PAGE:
To be sure, the concept of guarding personal safety over the internet continues to evolve. It is likely that industry best practices will emerge over time. However, there is still likely to be an element of trust every time someone steps into an Uber or Lyft-driven vehicle, accepts an invitation for lunch through an online dating site, hires a person based in part on job experience posted on a website, or employs a care-giver in their home.
With trailing twelve month sales of $165 million, a market cap of roughly $555 million, $96 million in cash and no debt, Care.com has become the leading online destination for finding and managing family care in the US. Like LinkedIn, which matches job seekers with prospective employers, Care.com is focused on matching the needs of families and caregivers creating in essence a one-stop shop for family services throughout the lifecycle of a family or individual household.
Led by founder and CEO Sheila Lirio Marcelo, and Michael Echenberg, EVP of finance and CFO, Care.com targets a large addressable market, as evidenced by the fact that US consumers spent $300 billion on family care services last year, including child day care, housekeepers, nursing care facilities, tutoring, and pet care services. The market remains highly fragmented, served by traditional family care agencies, as well as brick and mortar chains that provide a variety of services.
Last year in the US, consumers spent over $300 billion on family care services, including child day care, housekeepers, nursing care facilities, tutoring, and pet care services. Services providers include nanny agencies, child day care centers, elderly care services, including in- home services and nursing care facilities. Specialized service providers for tutoring and pet care, as well as other online destinations provide a wide variety of competitors in this highly fragmented market.
Family care decisions often reside with a female head of a household, the primary audience targeted by Care.com. Decisions for services providers are often based on word of mouth stemming from personal networks. Decisions must be made with regard to the preference for in-home services, or brick and mortar facilities outside of the home.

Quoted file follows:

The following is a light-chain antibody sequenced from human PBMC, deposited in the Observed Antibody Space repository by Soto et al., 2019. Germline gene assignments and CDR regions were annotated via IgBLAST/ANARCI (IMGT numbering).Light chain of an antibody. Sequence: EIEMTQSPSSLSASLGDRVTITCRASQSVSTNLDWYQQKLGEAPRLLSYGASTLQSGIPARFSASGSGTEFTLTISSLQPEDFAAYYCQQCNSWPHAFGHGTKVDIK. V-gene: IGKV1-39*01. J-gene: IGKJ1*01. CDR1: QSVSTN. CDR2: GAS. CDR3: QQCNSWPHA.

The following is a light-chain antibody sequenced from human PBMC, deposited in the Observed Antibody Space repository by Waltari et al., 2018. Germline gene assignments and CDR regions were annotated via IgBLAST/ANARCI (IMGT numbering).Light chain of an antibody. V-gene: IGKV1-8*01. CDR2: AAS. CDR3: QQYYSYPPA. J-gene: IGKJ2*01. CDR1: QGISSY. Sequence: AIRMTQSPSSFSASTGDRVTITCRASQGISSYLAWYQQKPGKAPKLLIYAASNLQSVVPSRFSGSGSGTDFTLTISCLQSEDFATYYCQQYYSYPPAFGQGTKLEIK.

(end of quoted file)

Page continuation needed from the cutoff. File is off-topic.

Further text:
Care.com identifies its primary target market as the roughly 46 million US households with income greater than $50,000 per year with either a child under the age of 18 and/or a senior aged 65 and over. The company also includes an estimated 15 percent of households with incomes under $50,000, with similar dynamics. Care.com’s in-home consumer services remain in the early phase of market growth, yet benefit from some compelling demographic facts and trends, which include the rise in single parent households, the prevalence of dual income households, an aging population, and increasing trust in the internet as a destination to help make decisions relating to family, home and health.
In just 10 years, Care.com has carved out an enviable internet presence, which features more than 26 million registered users, comprised of nearly 15 million families, and more than 11 million caregivers. At the end of the most recent quarter, 320,000 paying families purchased a subscription to the company’s caregiver listings, and/or the company’s service for household payroll and tax preparation services.
Key swing factors that will determine Care.com’s ability to rise or fall over the next 12-18 months include it ability to:
For more information on Battle Road’s 24 month assessment of Care.com, please contact [email protected].